Overview & PIA Initiation
Canada Foundation for Innovation
Official responsible for the privacy impact assessment (PIA)
Programs and Performance
Head of the government institution or Delegate for section 10 of the Privacy Act
Finance and Corporate Services
Name and Description of program or activity
Research infrastructure funding programs
Canada Foundation for Innovation (CFI) awards are made to eligible research institutions through an independent, competitive, structured merit-based review process that determines which projects receive funding. The review involves volunteer researchers, research administrators and private sector administrators who review proposals, and make funding recommendations to the CFI. CFI funds up to 40 percent of a project’s research infrastructure costs. Institutions must secure the remaining 60% in partnership with public, private and non-profit sector organizations. As part of the review process the CFI consults with experts in Canada and abroad, and collaborates with a variety of stakeholders and partners such as industry, colleges and universities, governmental and private sector research agencies and councils, and provinces and territories. Institutions apply to the CFI through a suite of funds and all applications are assessed using three broad criteria: quality of the research and its need for infrastructure; contribution to strengthening the capacity for innovation; and, potential benefits of the research to Canada.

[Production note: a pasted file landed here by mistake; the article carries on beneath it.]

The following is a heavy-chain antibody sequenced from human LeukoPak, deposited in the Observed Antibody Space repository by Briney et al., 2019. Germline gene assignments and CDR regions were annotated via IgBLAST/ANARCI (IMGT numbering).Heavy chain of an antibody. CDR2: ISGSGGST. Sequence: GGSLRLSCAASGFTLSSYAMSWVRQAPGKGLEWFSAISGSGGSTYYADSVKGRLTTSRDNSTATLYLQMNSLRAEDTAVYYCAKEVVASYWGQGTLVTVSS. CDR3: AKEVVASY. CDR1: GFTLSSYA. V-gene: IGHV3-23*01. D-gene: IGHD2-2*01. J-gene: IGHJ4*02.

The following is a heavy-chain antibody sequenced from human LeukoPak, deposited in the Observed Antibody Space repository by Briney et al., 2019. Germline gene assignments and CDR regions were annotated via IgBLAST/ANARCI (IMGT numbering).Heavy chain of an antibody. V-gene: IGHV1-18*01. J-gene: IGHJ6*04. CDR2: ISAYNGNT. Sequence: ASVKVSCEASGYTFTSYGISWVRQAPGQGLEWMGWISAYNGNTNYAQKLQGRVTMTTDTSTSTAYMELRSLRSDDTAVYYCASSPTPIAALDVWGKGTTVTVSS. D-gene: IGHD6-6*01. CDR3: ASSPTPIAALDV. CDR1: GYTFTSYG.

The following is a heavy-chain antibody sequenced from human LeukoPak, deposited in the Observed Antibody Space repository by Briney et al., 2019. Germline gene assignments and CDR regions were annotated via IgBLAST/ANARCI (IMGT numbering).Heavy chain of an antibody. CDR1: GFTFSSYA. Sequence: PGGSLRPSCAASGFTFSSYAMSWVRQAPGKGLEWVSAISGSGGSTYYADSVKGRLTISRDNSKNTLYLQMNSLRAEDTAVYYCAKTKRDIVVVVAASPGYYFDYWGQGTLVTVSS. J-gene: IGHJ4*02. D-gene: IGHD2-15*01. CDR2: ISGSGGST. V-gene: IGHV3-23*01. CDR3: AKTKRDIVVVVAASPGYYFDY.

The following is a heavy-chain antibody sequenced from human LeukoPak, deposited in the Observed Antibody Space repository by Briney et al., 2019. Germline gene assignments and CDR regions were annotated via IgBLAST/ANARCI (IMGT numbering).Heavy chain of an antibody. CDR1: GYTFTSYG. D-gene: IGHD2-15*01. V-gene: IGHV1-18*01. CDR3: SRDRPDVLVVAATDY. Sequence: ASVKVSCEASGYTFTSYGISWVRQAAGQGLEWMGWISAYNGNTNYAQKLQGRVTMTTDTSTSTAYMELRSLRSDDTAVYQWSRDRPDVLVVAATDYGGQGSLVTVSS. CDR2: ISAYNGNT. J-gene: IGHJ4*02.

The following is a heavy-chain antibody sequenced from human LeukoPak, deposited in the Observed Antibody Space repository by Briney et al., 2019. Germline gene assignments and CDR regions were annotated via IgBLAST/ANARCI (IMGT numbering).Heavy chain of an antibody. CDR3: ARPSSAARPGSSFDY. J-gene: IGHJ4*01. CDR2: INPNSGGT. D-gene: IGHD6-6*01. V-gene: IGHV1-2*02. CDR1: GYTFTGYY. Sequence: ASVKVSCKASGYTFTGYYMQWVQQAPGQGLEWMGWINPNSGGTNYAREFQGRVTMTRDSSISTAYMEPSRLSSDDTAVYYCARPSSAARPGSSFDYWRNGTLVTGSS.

The CFI’s funding architecture is designed to deliver on the CFI’s mandate by meeting the current needs of the research community, its partners and stakeholders. The CFI funding architecture is built around three core programs: the Innovation Fund (IF), which holds open competitions for innovative infrastructure projects; the John R. Evans Leaders Fund (JELF), an allocation-based funding program that provides research institutions with flexibility and rapid turnaround time to enable them to recruit and retain leading researchers; and the Infrastructure Operating Fund, (IOF) a program that covers a portion of operating and maintenance costs to ensure optimal use of CFI-funded infrastructure. Personal information is collected and used only in IF and JELF programs, not in the IOF. In addition to these three core programs, the CFI makes other strategic investments through such programs as the Major Science Initiatives Fund, the College-Industry Innovation Fund, the Automotive Partnership Canada Fund, the Cyberinfrastructure Initiative and the Exceptional Opportunities Fund.
Summary of the project / initiative / change: